The graphics are absolutely wonderful, and revolutionary. Jet Set Radio is a work of art, to say the very least. It is like a comic book come to life. The fresh style of the characters and the environment goes perfectly with the game. All of the environments and characters look beyond excellent. The game has some of the best graphics seen on the Dreamcast, or any other console out there. It creates an atmosphere that is so unique and refreshing that it can't be described in words alone. Perhaps now that cel-shading has become more mainstream and we went through a phase where just about every game for a period of five months seemed to use it, it might not be as cool to see as it was back when the game came out. Still to this day, you'll be hard pressed to find a game that can pull off this graphical technique as good as JSR. The hip urban feeling and atmosphere is something that I have never seen recreated in any game since Jet Set radio.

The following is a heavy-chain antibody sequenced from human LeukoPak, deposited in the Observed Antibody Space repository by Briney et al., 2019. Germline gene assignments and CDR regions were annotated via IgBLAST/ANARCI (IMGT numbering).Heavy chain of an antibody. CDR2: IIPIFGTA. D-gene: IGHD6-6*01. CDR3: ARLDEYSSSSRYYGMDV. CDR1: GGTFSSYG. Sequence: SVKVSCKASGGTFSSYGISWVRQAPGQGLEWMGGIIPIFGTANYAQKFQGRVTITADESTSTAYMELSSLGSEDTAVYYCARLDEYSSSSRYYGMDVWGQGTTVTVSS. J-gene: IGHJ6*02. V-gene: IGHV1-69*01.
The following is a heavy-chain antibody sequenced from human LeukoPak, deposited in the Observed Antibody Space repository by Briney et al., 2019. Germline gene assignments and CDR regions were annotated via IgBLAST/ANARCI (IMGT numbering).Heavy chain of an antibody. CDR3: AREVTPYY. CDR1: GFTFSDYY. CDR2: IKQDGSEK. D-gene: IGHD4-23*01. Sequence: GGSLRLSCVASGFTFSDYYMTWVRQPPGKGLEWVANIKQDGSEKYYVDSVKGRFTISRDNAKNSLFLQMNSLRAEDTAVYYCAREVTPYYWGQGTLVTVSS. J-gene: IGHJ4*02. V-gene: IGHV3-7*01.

The music is some of the best ever featured in a game. The soundtrack has some of the best-licensed music ever found in any game. Some of the artists you'll hear include Jurassic-5, Rob Zombie, Deavid Soul, Toronto, Hideki Naganuma, Reps, Professional Murder Music, and Cold among others. With the combination of the music and the characters, you get a great urban atmosphere. Not only is this music great to listen to while you're playing, it's damn awesome music in general. This is one of the very few games that I would actually go out and buy the soundtrack for. Music is almost as important in Jet Set Radio as it is in DDR. Without it, it just wouldn't be nearly as good as it is. Sega really, really came through with selecting appropriate music for this game. It adds so much to the title. This is truly how game music should be done.
If you own a Dreamcast, this is a must have title. It's one of the best games to come out in the past five years, and one of the most original ever. There is no game like it out there. I can't think of a possible thing wrong with Jet Set Radio. It's challenging, engaging, graphically amazing, artistic, and has one of the most kick ass soundtracks ever assembled. If you don't own a Dreamcast, go out and buy one for this game. It's by far worth it. Every second you're without Jet Set Radio is a second that you're living an incomplete life.
Final Score: 100%
Reviewer's Score: 10/10 | Originally Posted: 07/24/04